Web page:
Liv sighed. “Don’t we have a zoning code? How did they get away with it?”

“Three words.”

Liv waited. Ted loved to build the suspense when he had information. In the few months she’d worked alongside him, she’d learned if you showed impatience, he just took longer to tell and he enjoyed it more.

“I’ll give you a hint. Starts with ‘real estate’ and ends with ‘broker.’”

Liv groaned. “Janine.”

“One and the same.”

“Surely she told them about the town ordinance.”

Ted lifted a bushy white eyebrow. “Are you talking about”—he shifted to a nasally falsetto—“‘Those silly things? They can’t enforce them, dear, just sign on the dotted line’ Janine?”

“What is her problem? Does she do these things just to cause trouble?”

“Just to cause
you
trouble, maybe. You did take her job after all. Other than that, she’s just spiteful and clueless in general.”

“I did not take her job. I answered the ad and was hired. If it hadn’t been me, it would have been someone else.”

Ted grinned. “Sure, and she would have made their life miserable, too.” He leaned over the desk and pushed her sandwich closer to her. “Eat.”

“The Santa’s one thing,” Liv continued. “But I don’t know if we can dictate the kinds of things Grace Thornsby sells. If the store wasn’t right on the town square, it wouldn’t be so bad, but we need a permanent store in that location. One that is open all year. And one that doesn’t try to compete with the town’s Santa.”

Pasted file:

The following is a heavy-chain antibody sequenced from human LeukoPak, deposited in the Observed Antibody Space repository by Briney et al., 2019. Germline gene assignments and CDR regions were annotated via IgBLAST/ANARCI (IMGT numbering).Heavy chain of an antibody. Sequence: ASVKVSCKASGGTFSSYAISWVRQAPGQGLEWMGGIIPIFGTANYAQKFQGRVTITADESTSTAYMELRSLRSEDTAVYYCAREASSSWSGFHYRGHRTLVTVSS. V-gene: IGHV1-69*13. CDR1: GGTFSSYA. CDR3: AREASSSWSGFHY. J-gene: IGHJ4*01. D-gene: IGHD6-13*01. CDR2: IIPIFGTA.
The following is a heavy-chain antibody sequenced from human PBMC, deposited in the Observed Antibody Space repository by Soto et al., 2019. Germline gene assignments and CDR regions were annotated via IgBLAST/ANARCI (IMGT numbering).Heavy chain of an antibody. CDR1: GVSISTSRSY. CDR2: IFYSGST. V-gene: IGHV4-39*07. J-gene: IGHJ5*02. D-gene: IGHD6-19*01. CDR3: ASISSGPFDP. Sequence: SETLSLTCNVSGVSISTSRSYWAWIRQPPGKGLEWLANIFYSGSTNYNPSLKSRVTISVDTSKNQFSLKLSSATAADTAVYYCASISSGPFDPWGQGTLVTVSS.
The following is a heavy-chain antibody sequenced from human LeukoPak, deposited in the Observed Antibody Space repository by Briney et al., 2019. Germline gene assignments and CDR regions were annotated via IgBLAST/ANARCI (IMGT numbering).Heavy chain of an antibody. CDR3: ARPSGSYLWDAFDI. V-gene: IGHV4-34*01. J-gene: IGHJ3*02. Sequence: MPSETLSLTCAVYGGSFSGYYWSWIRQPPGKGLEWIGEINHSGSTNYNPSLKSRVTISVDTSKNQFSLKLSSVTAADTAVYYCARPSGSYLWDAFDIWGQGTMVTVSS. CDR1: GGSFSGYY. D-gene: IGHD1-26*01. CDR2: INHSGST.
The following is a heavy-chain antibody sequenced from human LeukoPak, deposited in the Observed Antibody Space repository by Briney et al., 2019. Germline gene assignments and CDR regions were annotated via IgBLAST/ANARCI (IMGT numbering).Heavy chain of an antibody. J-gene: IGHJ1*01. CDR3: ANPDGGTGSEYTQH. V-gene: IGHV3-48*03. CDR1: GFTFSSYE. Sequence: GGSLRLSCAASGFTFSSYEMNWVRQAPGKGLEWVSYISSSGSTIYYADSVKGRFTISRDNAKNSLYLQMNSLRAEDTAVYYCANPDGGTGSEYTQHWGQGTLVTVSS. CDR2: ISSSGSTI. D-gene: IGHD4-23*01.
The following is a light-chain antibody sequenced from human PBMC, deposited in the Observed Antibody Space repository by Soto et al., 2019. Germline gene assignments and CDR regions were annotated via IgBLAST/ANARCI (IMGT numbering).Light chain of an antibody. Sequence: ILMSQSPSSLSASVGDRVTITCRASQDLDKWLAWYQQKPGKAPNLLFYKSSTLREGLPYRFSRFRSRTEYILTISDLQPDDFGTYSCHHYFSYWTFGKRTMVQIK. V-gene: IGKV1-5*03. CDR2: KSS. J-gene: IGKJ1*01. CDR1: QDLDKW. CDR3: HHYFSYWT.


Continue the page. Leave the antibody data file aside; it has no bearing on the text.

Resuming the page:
“Definitely tacky to have two Santas right across the street from each other. Unfortunately, the location makes perfect sense, considering the Newlands left all the shelves and all the display cases behind.” Ted frowned slightly. “I wonder what happened to their merchandise. There was never a liquidation sale that I recall.”

“Don’t even think about leaving me to open a gift shop.”

Ted shivered dramatically. “God, no. I have a genetically disposed aversion to froufrou of any kind.”

Liv glanced at his reindeer sweater and light-up holly pin.

He gave her his blandest look.

“And what about Grace Thornsby? I’ve only talked to her once, when she started blaring ‘Santa Baby’ into the street the day after Thanksgiving while everyone else was still recovering from tryptophan overload.”

“That’s her in a nutshell,” Ted said. “She arrived in town in November, not that anyone would notice, what with Thanksgiving and that unfortunate incident of the body at the Turkey Trot.”